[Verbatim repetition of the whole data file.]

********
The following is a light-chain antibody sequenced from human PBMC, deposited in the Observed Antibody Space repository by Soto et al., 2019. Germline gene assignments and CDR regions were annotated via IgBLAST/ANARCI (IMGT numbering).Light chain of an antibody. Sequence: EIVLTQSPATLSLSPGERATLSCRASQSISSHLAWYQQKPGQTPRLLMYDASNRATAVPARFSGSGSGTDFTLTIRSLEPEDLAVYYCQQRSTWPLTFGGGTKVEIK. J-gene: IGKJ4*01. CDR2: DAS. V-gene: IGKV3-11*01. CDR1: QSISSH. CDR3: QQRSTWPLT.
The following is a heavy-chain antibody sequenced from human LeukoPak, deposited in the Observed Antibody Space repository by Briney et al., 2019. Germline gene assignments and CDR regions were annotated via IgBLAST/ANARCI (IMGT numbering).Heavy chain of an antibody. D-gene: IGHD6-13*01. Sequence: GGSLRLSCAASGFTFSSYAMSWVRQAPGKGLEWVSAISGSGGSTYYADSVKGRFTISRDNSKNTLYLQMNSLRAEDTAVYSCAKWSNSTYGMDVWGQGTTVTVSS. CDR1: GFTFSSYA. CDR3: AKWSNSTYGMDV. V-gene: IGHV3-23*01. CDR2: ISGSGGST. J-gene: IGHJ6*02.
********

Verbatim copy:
The following is a light-chain antibody sequenced from human PBMC, deposited in the Observed Antibody Space repository by Soto et al., 2019. Germline gene assignments and CDR regions were annotated via IgBLAST/ANARCI (IMGT numbering).Light chain of an antibody. Sequence: EIVLTQSPATLSLSPGERATLSCRASQSISSHLAWYQQKPGQTPRLLMYDASNRATAVPARFSGSGSGTDFTLTIRSLEPEDLAVYYCQQRSTWPLTFGGGTKVEIK. J-gene: IGKJ4*01. CDR2: DAS. V-gene: IGKV3-11*01. CDR1: QSISSH. CDR3: QQRSTWPLT.
The following is a heavy-chain antibody sequenced from human LeukoPak, deposited in the Observed Antibody Space repository by Briney et al., 2019. Germline gene assignments and CDR regions were annotated via IgBLAST/ANARCI (IMGT numbering).Heavy chain of an antibody. D-gene: IGHD6-13*01. Sequence: GGSLRLSCAASGFTFSSYAMSWVRQAPGKGLEWVSAISGSGGSTYYADSVKGRFTISRDNSKNTLYLQMNSLRAEDTAVYSCAKWSNSTYGMDVWGQGTTVTVSS. CDR1: GFTFSSYA. CDR3: AKWSNSTYGMDV. V-gene: IGHV3-23*01. CDR2: ISGSGGST. J-gene: IGHJ6*02.